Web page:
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Physiol Genomics. 2011 Dec 16;43(24):1351-8. doi: 10.1152/physiolgenomics.00117.2011. Epub 2011 Oct 25.

Hypothalamic gene expression profile indicates a reduction in G protein signaling in the Wfs1 mutant mice.

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  • 1Department of Physiology, Centre of Translational Medicine, Institute of Technology, University of Tartu, Tartu, Estonia.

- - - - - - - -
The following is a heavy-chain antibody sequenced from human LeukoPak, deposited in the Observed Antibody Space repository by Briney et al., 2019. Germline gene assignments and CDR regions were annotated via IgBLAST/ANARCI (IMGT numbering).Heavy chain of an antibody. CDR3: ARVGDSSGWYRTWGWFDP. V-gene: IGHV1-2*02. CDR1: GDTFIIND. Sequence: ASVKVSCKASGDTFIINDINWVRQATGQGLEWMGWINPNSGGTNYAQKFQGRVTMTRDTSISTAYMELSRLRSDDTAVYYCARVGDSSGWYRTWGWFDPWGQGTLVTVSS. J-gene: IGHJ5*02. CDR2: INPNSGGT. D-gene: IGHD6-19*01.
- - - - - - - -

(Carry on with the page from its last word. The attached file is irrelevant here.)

The Wfs1 gene codes for a protein with unknown function, but deficiency in this protein results in a range of neuropsychiatric and neuroendocrine syndromes. In the present study we aimed to find the functional networks influenced by Wfs1 in the hypothalamus. We performed gene expression profiling (Mouse Gene 1.0 ST Arrays) in Wfs1-deficient mice; 305 genes were differentially expressed with nominal P value<0.01. FDR (false discovery rate)-adjusted P values were significant (0.007) only for two genes: C4b (t=9.66) and Wfs1 (t=-9.03). However, several genes related to G protein signaling were very close to the FDR-adjusted significance level, such as Rgs4 (regulator of G protein signaling 4) that was downregulated (-0.34, t=-5.4) in Wfs1-deficient mice. Changes in Rgs4 and C4b expression were confirmed by QRT-PCR. In humans, Rgs4 is in the locus for bipolar disease (BPD), and its expression is downregulated in BPD. C4b is a gene related to the neurodegenerative diseases. Functional analysis including the entire data set revealed significant alterations in the canonical pathway "G protein-coupled receptor signaling." The gene expression profile in the hypothalami of the Wfs1 mutant mice was significantly similar to the profiles of following biological functions: psychological disorders, bipolar disorder, mood disorder. In conclusion, hypothalamic gene expression profile resembles with some molecular pathways functionally related to the clinical syndromes in the Wolfram syndrome patients.

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